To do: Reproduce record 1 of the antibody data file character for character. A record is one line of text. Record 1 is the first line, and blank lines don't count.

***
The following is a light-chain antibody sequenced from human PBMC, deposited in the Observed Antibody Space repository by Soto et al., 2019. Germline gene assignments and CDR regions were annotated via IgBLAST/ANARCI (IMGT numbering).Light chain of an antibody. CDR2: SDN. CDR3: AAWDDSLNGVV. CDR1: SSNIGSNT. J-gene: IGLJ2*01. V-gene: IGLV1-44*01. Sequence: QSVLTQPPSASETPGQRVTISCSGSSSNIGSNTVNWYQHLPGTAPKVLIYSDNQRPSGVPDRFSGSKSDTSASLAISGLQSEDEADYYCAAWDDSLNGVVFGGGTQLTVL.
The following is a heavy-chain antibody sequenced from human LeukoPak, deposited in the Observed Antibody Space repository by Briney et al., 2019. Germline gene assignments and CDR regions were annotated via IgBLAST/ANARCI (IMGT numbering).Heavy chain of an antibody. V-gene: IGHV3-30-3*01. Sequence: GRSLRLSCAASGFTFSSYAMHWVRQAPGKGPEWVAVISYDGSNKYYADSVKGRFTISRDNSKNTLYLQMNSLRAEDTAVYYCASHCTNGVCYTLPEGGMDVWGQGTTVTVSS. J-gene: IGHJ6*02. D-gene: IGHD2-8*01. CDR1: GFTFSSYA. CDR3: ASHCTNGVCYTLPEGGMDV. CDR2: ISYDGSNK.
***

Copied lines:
The following is a light-chain antibody sequenced from human PBMC, deposited in the Observed Antibody Space repository by Soto et al., 2019. Germline gene assignments and CDR regions were annotated via IgBLAST/ANARCI (IMGT numbering).Light chain of an antibody. CDR2: SDN. CDR3: AAWDDSLNGVV. CDR1: SSNIGSNT. J-gene: IGLJ2*01. V-gene: IGLV1-44*01. Sequence: QSVLTQPPSASETPGQRVTISCSGSSSNIGSNTVNWYQHLPGTAPKVLIYSDNQRPSGVPDRFSGSKSDTSASLAISGLQSEDEADYYCAAWDDSLNGVVFGGGTQLTVL.